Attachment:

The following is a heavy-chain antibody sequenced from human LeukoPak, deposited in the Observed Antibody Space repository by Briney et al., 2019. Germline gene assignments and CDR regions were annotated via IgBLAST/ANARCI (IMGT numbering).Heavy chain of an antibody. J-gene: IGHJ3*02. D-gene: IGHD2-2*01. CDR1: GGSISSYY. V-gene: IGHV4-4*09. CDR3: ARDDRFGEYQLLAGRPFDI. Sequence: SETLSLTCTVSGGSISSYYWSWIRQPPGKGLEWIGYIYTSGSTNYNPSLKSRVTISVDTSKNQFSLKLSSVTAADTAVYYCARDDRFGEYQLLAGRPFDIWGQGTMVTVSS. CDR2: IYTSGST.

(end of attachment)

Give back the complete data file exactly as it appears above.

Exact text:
The following is a heavy-chain antibody sequenced from human LeukoPak, deposited in the Observed Antibody Space repository by Briney et al., 2019. Germline gene assignments and CDR regions were annotated via IgBLAST/ANARCI (IMGT numbering).Heavy chain of an antibody. J-gene: IGHJ3*02. D-gene: IGHD2-2*01. CDR1: GGSISSYY. V-gene: IGHV4-4*09. CDR3: ARDDRFGEYQLLAGRPFDI. Sequence: SETLSLTCTVSGGSISSYYWSWIRQPPGKGLEWIGYIYTSGSTNYNPSLKSRVTISVDTSKNQFSLKLSSVTAADTAVYYCARDDRFGEYQLLAGRPFDIWGQGTMVTVSS. CDR2: IYTSGST.